I understand that we live in apocalyptic times for newspapers so let me plug in here a modern view: “Ours is a brand-new world of allatonceness. ‘Time’ has ceased, ‘space’ has vanished. We now live in a global village… a simultaneous happening. We are back in acoustic space. We have begun again to structure the primordial feeling, the tribal emotions from which a few centuries of literacy divorced us.”

This was written by Marshall McLuhan in 1968. It feels good to go back to the future.

Technology is making horizontal what once was vertical, hierarchical. The rain of information poures down or up or stays richly interconnected in a flat dam on the verge of breaking down. Audiences are gaining leverage throughout the news information industry. Audiences do not conform any more to being fed. Now they demand to be also proactive feeders.

The business model is changing and the new models need to satisfy economic demands still anchored in the past.

Dailies are becoming weeklies or online only products. Pay to play is proliferating with different results. And the news environment is becoming noisier, less reliable, a little uncontrollable, crowded; but, at the same time, exciting and full of possibilities.

There is nothing to fear but the old model itself. Welcome to the chaos of interactivity, interconnectivity, and excess —all of which has its origins in the early days of the newspaper industry. Back to the future again.

Washington Post Executive Editor, Martin Baron, delivered last April “The 2015 Hays Press-Enterprise” lecture at the University of California, Riverside with a speech titled “Journalism’s Big Move: What to discard, Keep, and Acquire in Moving From Print to Web.” Baron said that he has worked in the journalism industry for 39 years, “and never have I seen a moment of so much excitement and yet so much anxiety.”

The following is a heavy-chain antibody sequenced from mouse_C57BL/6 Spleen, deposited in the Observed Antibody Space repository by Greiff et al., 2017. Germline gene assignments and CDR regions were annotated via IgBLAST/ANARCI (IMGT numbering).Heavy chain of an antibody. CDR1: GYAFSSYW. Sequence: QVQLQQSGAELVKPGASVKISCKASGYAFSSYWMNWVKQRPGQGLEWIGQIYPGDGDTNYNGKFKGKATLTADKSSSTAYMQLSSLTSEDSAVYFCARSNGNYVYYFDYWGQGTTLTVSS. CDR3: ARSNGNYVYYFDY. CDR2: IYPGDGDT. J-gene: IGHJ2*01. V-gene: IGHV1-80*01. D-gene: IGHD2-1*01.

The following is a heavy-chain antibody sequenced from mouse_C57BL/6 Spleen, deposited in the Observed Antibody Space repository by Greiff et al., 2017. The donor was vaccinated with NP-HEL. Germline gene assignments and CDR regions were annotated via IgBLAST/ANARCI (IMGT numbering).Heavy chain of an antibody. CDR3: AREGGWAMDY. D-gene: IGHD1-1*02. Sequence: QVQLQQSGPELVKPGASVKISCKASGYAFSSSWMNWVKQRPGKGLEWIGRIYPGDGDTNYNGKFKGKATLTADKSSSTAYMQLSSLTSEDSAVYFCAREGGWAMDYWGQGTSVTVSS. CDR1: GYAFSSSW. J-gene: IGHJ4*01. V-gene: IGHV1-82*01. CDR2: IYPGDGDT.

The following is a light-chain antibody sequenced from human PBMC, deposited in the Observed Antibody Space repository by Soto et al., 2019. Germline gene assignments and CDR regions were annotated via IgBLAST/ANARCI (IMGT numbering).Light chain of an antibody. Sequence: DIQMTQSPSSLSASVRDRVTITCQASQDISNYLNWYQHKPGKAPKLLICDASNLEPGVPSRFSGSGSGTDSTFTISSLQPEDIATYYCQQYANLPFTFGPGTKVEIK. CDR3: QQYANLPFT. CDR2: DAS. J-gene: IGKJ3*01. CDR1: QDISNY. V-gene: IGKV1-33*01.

“Excitement because journalism is being thoroughly reimagined. Anxiety because… journalism is being thoroughly reimagined —because our traditional economic model is disintegrating”.

Between 2004 and 2010 High-speed broadband developed, then we had Google, Facebook, Youtube, Twitter, Kindle, iPhone, Instagram, Whatsapp, and the iPad.

The speed and mobility brought by technology are not only eroding the economic foundation of the news industry, it is changing the news ecosystem. Yes, the medium is (also) the message. News and technology are now an indissoluble marriage.

In the new era, Baron is confident and enthusiastic, focused on possibilities. He sees journalists with an entrepreneurial spirit. In the new era, he says, everyone, regardless of position, must be a leader. With ideas and initiatives. “It used to be… that we hired people who could learn from us. Now we aim to hire people who can teach us what we need to know.” And —as McLuhan would say— embrace multiple models for exploration.

Avendaño is Executive Editor of El Tiempo Latino

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